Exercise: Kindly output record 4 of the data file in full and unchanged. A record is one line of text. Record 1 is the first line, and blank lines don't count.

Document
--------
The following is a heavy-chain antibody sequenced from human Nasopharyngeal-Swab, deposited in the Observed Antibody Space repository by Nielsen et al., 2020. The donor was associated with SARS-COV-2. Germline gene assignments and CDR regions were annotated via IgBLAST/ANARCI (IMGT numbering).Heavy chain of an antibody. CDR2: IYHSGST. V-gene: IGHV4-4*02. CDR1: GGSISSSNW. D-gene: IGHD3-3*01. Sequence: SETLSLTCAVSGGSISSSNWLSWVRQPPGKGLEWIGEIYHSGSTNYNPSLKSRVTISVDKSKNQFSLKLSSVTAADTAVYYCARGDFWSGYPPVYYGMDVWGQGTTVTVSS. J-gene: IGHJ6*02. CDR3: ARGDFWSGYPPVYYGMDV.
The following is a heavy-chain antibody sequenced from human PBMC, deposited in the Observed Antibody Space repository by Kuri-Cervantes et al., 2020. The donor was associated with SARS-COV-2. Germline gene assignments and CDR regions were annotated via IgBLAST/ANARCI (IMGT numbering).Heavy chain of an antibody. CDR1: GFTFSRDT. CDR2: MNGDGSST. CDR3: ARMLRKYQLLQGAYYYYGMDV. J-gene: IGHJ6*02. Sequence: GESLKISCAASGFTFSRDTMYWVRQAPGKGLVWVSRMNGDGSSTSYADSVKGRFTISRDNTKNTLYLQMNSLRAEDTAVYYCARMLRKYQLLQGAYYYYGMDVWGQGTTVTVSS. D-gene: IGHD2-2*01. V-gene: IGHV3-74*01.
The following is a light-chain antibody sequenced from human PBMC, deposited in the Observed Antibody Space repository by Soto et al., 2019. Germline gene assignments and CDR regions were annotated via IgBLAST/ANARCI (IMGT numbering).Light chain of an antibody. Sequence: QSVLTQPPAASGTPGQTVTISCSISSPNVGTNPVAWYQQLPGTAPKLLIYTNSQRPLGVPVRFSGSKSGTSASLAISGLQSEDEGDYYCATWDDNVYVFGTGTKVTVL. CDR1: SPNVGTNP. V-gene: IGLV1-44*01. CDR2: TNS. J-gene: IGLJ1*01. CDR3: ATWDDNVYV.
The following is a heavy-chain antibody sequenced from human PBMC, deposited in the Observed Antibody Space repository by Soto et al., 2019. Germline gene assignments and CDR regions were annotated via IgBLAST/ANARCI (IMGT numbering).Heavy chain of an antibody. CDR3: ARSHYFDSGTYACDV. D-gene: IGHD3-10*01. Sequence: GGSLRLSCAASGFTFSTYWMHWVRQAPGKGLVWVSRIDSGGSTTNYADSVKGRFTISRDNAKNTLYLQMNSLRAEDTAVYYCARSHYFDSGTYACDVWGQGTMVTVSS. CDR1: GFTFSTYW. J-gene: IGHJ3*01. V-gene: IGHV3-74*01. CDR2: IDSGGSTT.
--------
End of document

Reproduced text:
The following is a heavy-chain antibody sequenced from human PBMC, deposited in the Observed Antibody Space repository by Soto et al., 2019. Germline gene assignments and CDR regions were annotated via IgBLAST/ANARCI (IMGT numbering).Heavy chain of an antibody. CDR3: ARSHYFDSGTYACDV. D-gene: IGHD3-10*01. Sequence: GGSLRLSCAASGFTFSTYWMHWVRQAPGKGLVWVSRIDSGGSTTNYADSVKGRFTISRDNAKNTLYLQMNSLRAEDTAVYYCARSHYFDSGTYACDVWGQGTMVTVSS. CDR1: GFTFSTYW. J-gene: IGHJ3*01. V-gene: IGHV3-74*01. CDR2: IDSGGSTT.